When Susan used the remote control to replay the same CD, Martie consulted her watch and recited a series of nonexistent errands to which she must attend before five o’clock.
In the kitchen, after Martie slipped into her raincoat, she and Susan embraced, as they always did on parting. This time the hug was more fierce than usual, as though both of them were trying to convey a great many important and deeply felt things that neither was able to express in words.
As Martie turned the knob, Susan stepped behind the door, where she would be shielded from a glimpse of the fearsome world outside. With a note of anguish, as if suddenly deciding to reveal a troubling secret that she had been keeping with difficulty, she said, “He’s coming here at night, when I’m asleep.”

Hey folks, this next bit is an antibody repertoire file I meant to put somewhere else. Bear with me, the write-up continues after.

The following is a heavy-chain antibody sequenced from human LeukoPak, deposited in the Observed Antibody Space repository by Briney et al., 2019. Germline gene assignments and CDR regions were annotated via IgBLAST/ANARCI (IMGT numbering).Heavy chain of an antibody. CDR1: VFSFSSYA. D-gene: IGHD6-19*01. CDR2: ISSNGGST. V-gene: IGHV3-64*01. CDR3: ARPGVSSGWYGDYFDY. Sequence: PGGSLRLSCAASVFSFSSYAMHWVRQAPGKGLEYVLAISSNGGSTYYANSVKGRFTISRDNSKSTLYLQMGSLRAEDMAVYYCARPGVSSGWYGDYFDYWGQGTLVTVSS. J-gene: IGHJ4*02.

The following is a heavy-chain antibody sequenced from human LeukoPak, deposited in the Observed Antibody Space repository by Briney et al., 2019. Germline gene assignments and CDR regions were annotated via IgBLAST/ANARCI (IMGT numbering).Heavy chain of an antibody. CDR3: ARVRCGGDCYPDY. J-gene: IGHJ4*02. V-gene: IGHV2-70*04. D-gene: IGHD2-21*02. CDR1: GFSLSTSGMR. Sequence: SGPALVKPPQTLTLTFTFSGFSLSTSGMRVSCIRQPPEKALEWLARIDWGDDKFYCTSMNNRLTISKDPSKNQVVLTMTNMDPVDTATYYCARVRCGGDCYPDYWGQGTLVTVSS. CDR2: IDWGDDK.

Martie had opened the door two inches. She closed it but left her hand on the knob. “Say what? Who’s coming here while you’re asleep?”
The green of Susan’s eyes seemed to be an icier shade than before, the color having been intensified and clarified by some new fear. “I mean, I think he is.” Susan lowered her gaze to the floor. Color had risen in her pale cheeks. “I don’t have proof it’s him, but who else could it be but Eric?”
Turning away from the door, Martie said, “Eric conies here at night while you’re asleep?”
“He says he doesn’t, but I think he’s lying.”
“He has a key?”
“I didn’t give him one.”
“And you’ve changed the locks.”
“Yeah. But somehow he gets in.”
“In the morning.. . when I realize he’s been here, I check all the windows, but they’re always locked.”
“How do you know he’s been here? I mean, what’s he do?”
Instead of answering, Susan said, “He comes . . . sneaking around . . . sneaking, slinking like some mongrel dog.” She shuddered.